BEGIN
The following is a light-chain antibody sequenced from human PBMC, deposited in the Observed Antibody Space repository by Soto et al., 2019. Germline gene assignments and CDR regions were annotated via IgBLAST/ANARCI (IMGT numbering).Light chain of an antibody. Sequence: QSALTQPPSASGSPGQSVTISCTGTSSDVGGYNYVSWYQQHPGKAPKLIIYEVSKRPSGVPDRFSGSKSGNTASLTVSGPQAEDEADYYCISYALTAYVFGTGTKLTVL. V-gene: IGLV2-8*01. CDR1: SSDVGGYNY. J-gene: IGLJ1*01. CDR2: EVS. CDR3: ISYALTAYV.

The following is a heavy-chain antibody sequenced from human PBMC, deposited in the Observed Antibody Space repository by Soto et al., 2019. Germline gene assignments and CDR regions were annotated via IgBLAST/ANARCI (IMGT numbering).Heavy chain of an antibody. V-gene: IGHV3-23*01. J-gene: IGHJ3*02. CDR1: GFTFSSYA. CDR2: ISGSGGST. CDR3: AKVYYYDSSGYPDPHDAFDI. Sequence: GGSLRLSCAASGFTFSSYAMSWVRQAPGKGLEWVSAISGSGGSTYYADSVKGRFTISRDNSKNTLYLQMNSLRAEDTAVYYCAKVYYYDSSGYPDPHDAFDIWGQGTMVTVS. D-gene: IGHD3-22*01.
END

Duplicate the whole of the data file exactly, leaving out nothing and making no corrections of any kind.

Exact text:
The following is a light-chain antibody sequenced from human PBMC, deposited in the Observed Antibody Space repository by Soto et al., 2019. Germline gene assignments and CDR regions were annotated via IgBLAST/ANARCI (IMGT numbering).Light chain of an antibody. Sequence: QSALTQPPSASGSPGQSVTISCTGTSSDVGGYNYVSWYQQHPGKAPKLIIYEVSKRPSGVPDRFSGSKSGNTASLTVSGPQAEDEADYYCISYALTAYVFGTGTKLTVL. V-gene: IGLV2-8*01. CDR1: SSDVGGYNY. J-gene: IGLJ1*01. CDR2: EVS. CDR3: ISYALTAYV.

The following is a heavy-chain antibody sequenced from human PBMC, deposited in the Observed Antibody Space repository by Soto et al., 2019. Germline gene assignments and CDR regions were annotated via IgBLAST/ANARCI (IMGT numbering).Heavy chain of an antibody. V-gene: IGHV3-23*01. J-gene: IGHJ3*02. CDR1: GFTFSSYA. CDR2: ISGSGGST. CDR3: AKVYYYDSSGYPDPHDAFDI. Sequence: GGSLRLSCAASGFTFSSYAMSWVRQAPGKGLEWVSAISGSGGSTYYADSVKGRFTISRDNSKNTLYLQMNSLRAEDTAVYYCAKVYYYDSSGYPDPHDAFDIWGQGTMVTVS. D-gene: IGHD3-22*01.